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35.
Why is the Center for Immigration Studies Publishing an “Alt Right” Racist?
By Neil Stevens
RedState.com, May 10, 2016

I’ve been warning for a while now that the John Tanton universe of Malthusian, anti-immigration groups – FAIR, NumbersUSA, and the Center for Immigration Studies (CIS) – are not our friends. They don’t promote conservatives ideas, and we should stay away from them.

Well, for those who weren’t convinced to ignore groups bankrolled by a Planned Parenthood local bigshot, take a look at this: Now they’re picking up the racist castoffs of legitimate groups like the Heritage Foundation.
. . .
They picked up the guy too racist for Heritage. But better, if you look at the numbers he cites, it’s not clear he’s even making his point. Richwine includes Social Security in his ‘welfare’ calculation, when Social Security is an insurance program you have to pay into to receive. Do most Americans on Social Security see themselves as welfare recipients?

Further, he admits that a study he relies on demonstrated there are four times as many legal immigrants as illegal (13MM vs 3MM, on Table 3, Page 4). By failing to distinguish legal and illegal immigrants in most of his paper and in his overall point, he’s just showing he has an axe to grind with foreigners, undercutting the rule of law and border security arguments we’re trying to make as conservatives.
. . .
http://www.redstate.com/neil_stevens/2016/05/10/center-immigration-studies-publishing-alt-right-racist/

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36.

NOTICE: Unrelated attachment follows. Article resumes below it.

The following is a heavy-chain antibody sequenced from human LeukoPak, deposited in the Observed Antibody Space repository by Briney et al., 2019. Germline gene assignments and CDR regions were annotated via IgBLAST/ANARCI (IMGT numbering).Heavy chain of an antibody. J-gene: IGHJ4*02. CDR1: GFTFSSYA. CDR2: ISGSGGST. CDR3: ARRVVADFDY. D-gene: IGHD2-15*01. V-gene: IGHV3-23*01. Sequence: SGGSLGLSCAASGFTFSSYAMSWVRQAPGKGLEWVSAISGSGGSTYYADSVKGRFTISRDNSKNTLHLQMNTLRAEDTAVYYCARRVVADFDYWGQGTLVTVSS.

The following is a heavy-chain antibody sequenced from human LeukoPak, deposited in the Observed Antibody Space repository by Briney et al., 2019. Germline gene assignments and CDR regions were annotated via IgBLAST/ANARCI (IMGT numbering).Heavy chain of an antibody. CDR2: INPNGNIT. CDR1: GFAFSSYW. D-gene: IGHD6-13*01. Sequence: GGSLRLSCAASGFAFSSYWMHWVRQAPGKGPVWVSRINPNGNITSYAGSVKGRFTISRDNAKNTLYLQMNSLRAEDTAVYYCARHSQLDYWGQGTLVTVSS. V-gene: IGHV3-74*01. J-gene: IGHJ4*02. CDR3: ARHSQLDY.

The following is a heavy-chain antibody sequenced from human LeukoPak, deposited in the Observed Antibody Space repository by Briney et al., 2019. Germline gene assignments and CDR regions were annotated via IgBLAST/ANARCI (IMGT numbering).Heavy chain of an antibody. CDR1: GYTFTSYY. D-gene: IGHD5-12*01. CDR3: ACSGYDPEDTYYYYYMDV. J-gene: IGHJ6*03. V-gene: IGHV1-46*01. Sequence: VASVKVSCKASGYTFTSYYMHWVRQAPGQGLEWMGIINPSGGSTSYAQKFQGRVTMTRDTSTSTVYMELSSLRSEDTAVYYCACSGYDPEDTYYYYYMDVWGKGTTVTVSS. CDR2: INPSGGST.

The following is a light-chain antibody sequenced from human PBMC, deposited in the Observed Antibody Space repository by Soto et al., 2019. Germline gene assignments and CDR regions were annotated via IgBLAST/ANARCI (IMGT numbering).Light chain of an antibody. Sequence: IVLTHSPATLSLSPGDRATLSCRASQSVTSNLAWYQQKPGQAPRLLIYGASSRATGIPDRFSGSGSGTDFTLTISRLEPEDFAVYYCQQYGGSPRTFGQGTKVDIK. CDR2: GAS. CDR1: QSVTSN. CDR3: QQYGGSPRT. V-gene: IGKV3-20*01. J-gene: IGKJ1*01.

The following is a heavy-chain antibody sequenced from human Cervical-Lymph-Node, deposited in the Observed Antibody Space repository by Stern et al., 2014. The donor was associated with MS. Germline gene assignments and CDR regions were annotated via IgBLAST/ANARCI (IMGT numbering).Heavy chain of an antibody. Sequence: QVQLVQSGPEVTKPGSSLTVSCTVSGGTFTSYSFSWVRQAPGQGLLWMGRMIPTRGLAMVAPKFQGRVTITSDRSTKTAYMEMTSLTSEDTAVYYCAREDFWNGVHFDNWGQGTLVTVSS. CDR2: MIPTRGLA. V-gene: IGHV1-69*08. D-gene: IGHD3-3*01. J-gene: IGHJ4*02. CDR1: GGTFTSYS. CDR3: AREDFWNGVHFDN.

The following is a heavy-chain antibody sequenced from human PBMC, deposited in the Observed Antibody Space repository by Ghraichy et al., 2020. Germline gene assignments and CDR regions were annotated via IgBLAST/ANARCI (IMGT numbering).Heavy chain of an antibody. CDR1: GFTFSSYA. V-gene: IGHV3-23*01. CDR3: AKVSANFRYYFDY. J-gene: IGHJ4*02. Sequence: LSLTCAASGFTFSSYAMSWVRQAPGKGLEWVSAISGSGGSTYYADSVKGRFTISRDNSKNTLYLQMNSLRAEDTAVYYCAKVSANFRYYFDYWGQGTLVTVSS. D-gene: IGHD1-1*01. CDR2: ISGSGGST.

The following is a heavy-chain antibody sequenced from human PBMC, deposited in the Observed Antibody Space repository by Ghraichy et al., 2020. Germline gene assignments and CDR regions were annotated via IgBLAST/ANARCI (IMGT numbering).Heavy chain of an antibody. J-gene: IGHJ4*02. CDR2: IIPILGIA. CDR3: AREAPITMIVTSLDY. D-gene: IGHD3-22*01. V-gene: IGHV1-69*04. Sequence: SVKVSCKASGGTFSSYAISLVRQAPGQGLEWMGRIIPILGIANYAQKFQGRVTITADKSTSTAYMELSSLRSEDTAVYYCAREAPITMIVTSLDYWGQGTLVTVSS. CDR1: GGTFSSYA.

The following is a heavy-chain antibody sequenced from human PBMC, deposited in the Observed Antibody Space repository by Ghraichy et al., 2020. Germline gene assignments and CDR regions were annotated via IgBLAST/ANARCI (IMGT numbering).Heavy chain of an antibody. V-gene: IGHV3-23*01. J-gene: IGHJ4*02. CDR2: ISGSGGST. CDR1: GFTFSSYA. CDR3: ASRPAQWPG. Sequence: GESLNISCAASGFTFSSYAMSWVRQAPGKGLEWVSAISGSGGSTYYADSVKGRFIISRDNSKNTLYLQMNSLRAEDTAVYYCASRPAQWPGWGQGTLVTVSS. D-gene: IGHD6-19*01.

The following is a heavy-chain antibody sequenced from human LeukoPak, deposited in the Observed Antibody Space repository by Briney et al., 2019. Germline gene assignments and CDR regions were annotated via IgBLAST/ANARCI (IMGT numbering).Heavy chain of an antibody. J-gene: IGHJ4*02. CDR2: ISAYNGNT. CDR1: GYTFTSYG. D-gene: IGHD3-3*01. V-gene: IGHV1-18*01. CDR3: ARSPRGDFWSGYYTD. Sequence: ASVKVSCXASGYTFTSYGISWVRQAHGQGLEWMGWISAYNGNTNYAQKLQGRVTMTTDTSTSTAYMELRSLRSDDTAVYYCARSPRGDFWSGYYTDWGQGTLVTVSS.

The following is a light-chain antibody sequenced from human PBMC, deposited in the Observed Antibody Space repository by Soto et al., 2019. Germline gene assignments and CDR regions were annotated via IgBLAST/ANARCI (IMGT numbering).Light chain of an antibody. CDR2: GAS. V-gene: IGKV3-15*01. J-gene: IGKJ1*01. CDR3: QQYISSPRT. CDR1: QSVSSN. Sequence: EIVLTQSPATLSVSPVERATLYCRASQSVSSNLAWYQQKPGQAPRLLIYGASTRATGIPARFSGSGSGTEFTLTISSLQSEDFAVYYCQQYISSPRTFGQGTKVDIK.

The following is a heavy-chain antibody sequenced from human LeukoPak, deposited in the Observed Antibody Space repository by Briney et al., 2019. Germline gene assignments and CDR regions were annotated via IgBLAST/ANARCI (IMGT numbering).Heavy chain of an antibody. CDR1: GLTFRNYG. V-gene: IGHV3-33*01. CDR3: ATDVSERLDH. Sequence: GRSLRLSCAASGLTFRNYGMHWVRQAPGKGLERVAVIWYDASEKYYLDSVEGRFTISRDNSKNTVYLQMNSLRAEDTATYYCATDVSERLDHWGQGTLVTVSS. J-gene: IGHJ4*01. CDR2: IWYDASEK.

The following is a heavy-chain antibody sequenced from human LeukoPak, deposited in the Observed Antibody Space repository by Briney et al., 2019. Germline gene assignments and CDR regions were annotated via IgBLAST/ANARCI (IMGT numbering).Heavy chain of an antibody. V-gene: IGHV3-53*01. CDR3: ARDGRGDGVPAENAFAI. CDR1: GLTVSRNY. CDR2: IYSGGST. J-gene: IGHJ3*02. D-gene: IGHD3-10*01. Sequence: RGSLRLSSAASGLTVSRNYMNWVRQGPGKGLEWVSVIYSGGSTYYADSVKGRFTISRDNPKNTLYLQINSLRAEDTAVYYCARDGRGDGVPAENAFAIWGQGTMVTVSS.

The Failure of the Swedish Establishment
By Nima Gholam Ali Pour
Gatestone Institute, May 6, 2016
. . .
While 800,000 migrants in Libya are waiting to invade Europe, Sweden has a refugee policy whereby only by obtaining livelihoods will those migrants with a refugee status and a temporary residence permit get permanent residence permits. So if you get a job, you get to stay in Sweden permanently. It is a strange refugee policy, because those who actually are refugees and not economic migrants are often traumatized and have difficulties finding a job. So Sweden's refugee policy is tailored to economic migrants.

In Sweden's third largest city, Malmö, the children of illegal migrants receive income support payments from the government, and families that are in Sweden illegally have their rent paid by the taxpayers. For some reason, the Swedish authorities want to paypeople who should not even be in Sweden. It is an open invitation to more migrants to come to Sweden.
. . .
http://www.gatestoneinstitute.org/7860/sweden-establishment

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37.
Sweden’s Immigration Conundrum
By Dov S. Zakheim
The American Interest, May 11, 2016
. . .
More generally, as in other countries, many of the Muslim immigrants have not assimilated to local culture; given their different ethnic background, their adherence to their own separate identity intensifies nativist and nationalist opposition to their presence in Sweden. In addition, a Riksdag report a found that two-thirds of refugees still cannot find employment after having lived in the country for 15 years—and therefore live off public funds. Moreover, there has been widespread reporting of a steady rise in the number of rapes perpetrated against Swedish women by immigrant Muslims. Not surprisingly, more and more Swedes view Muslims as a threat to their personal safety.

Despite all of the foregoing, Sweden remains far more liberal and open than many, if not most, of its European counterparts, or, for that matter, those Americans who support Donald Trump. Even as it has made it less appealing for Middle Easterners to migrate to Sweden by tightening border controls and cutting back on the benefits to be made available to immigrants, the government continues to provide welfare benefits to the thousands of immigrants who have arrived from Syria and elsewhere in the past few years. And despite having accepted 160,000 refugees in 2015 alone, it has announced that it expects more than 60,000 refugees to make their way to Sweden this year.